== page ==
3) In those cases, the most reasonable assumption is to assume that it stays the same.

4) And, go with tax diversification. Aka, Trad. 403B with Roth IRA.

Are you arguing that Roth 403B with Roth IRA has better tax diversification than Trad 403B with Roth IRAs?

KlangFool
jmanter
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Re: Roth 403B versus Traditional 403B

Post by jmanter »

I've had a similar question. Both my wife and I will retire in about 20-25 years, each with a very good state-funded pension. We should be able to live on the pensions quite easily. My thought is to use as much Roth space as possible for additional investments, given that the majority of the money will go to my daughter after I die. It seems to me that this plan will give her the most flexibility with her inheritance. Does that make sense?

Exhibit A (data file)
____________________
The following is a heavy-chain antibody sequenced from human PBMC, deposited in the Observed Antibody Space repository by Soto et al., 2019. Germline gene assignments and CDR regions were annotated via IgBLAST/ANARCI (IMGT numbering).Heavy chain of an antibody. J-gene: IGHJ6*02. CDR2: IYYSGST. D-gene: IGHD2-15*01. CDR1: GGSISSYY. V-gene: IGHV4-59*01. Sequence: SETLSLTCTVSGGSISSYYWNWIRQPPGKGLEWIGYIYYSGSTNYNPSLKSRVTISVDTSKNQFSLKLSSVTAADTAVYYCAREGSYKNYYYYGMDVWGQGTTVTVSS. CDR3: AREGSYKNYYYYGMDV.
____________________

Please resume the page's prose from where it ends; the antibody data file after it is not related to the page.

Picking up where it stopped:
We're not talking about millions here. Maybe in the range of $1M when I retire.
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FiveK
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Re: Roth 403B versus Traditional 403B

Post by FiveK »

jmanter wrote: Sat Nov 24, 2018 11:53 pm I've had a similar question. Both my wife and I will retire in about 20-25 years, each with a very good state-funded pension. We should be able to live on the pensions quite easily. My thought is to use as much Roth space as possible for additional investments, given that the majority of the money will go to my daughter after I die. It seems to me that this plan will give her the most flexibility with her inheritance. Does that make sense?